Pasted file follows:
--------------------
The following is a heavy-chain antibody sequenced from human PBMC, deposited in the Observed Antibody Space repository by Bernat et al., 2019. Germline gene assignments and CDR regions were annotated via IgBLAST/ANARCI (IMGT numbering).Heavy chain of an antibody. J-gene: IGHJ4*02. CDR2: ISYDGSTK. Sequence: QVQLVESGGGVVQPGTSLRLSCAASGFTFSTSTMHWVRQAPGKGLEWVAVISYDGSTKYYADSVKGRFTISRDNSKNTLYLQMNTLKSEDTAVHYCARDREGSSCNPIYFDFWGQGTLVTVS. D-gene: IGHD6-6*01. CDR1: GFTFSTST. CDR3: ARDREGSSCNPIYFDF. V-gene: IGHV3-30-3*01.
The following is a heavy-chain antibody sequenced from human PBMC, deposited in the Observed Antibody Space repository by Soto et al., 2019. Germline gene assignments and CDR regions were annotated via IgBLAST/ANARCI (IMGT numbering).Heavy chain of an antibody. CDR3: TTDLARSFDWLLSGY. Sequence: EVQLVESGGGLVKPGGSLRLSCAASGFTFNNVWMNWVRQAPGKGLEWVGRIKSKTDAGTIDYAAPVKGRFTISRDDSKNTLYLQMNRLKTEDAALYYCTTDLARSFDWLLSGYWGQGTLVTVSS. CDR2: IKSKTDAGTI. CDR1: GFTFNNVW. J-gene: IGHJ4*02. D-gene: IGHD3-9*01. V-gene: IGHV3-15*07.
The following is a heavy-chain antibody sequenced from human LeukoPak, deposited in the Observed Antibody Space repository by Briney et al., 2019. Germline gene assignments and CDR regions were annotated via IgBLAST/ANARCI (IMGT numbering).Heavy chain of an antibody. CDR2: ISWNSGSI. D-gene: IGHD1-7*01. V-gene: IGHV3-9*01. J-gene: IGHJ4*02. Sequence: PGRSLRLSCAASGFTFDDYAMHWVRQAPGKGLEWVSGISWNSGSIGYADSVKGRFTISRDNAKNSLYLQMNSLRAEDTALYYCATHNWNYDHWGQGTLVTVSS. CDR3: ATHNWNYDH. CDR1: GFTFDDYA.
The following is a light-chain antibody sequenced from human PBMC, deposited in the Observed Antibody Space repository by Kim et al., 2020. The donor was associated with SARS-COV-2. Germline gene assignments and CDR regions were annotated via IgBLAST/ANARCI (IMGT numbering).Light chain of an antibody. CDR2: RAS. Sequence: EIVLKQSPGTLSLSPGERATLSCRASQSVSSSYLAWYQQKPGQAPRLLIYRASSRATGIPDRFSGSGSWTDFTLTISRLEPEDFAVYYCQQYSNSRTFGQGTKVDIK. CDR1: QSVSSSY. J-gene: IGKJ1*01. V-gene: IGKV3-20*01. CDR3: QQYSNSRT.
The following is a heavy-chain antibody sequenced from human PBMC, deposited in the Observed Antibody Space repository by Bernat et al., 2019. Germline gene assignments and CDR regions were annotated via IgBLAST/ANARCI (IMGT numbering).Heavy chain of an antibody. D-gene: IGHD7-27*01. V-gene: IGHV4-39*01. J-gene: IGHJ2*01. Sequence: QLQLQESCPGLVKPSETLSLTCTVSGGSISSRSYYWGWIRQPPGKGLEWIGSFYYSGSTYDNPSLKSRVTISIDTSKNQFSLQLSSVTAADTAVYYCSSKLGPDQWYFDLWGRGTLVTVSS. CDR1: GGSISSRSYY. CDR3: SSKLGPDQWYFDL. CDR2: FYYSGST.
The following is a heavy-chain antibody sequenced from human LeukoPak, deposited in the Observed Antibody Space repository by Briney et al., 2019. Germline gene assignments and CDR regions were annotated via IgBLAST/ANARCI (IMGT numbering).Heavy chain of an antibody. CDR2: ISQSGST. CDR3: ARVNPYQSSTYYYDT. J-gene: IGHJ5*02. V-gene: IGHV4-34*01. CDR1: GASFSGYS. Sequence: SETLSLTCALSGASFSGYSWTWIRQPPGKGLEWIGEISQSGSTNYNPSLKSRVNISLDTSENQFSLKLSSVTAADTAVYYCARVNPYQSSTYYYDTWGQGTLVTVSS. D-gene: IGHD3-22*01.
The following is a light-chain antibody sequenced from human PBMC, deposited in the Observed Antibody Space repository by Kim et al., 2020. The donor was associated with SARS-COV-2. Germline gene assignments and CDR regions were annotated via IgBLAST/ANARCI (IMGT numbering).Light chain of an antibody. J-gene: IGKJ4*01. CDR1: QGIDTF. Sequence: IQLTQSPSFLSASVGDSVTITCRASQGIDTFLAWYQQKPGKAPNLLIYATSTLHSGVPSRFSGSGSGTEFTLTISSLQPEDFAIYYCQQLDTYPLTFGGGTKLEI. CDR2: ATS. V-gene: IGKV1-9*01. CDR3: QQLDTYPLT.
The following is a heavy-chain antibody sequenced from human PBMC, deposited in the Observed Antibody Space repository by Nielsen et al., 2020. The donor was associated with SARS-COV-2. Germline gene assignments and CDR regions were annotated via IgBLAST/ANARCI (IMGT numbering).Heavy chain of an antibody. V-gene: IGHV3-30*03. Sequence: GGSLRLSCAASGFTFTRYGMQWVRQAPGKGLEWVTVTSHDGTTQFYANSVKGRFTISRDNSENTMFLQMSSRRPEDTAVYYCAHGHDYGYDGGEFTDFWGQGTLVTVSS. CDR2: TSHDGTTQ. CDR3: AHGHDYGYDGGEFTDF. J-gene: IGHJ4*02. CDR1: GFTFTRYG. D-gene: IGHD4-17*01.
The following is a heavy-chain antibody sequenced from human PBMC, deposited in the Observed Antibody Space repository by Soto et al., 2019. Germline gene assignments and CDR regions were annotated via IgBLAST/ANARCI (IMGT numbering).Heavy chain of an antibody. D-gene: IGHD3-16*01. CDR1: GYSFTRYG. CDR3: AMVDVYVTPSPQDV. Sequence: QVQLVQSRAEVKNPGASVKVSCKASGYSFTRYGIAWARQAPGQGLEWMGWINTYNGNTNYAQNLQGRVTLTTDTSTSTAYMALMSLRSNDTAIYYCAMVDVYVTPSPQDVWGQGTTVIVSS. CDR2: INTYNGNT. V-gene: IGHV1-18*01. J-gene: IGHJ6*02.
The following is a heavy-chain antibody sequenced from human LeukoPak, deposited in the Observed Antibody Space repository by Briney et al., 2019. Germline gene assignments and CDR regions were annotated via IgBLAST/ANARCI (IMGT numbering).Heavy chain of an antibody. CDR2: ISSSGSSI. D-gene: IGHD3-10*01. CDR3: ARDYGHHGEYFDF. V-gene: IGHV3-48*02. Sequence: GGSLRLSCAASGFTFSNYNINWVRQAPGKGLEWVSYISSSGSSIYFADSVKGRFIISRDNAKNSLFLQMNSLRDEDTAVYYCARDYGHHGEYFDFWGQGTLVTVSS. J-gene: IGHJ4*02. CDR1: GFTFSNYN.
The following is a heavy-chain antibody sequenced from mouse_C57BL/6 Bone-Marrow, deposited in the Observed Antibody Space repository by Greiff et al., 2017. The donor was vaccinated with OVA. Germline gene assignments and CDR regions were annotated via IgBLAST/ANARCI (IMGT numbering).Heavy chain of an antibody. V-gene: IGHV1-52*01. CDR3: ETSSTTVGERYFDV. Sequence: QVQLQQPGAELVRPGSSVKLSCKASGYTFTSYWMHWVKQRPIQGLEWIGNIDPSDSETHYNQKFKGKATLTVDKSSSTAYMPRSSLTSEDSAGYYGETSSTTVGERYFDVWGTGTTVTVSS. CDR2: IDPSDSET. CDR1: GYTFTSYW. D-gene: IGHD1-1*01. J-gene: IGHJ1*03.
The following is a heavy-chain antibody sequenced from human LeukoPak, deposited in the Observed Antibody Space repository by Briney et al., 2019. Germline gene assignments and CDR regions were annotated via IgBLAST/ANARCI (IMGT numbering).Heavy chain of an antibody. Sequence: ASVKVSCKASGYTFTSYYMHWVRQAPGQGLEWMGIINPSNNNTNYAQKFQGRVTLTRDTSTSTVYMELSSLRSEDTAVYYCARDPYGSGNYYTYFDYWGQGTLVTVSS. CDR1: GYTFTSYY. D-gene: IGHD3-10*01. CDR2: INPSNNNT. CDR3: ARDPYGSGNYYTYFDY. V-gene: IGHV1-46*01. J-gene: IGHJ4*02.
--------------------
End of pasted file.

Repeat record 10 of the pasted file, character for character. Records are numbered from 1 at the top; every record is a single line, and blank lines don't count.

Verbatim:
The following is a heavy-chain antibody sequenced from human LeukoPak, deposited in the Observed Antibody Space repository by Briney et al., 2019. Germline gene assignments and CDR regions were annotated via IgBLAST/ANARCI (IMGT numbering).Heavy chain of an antibody. CDR2: ISSSGSSI. D-gene: IGHD3-10*01. CDR3: ARDYGHHGEYFDF. V-gene: IGHV3-48*02. Sequence: GGSLRLSCAASGFTFSNYNINWVRQAPGKGLEWVSYISSSGSSIYFADSVKGRFIISRDNAKNSLFLQMNSLRDEDTAVYYCARDYGHHGEYFDFWGQGTLVTVSS. J-gene: IGHJ4*02. CDR1: GFTFSNYN.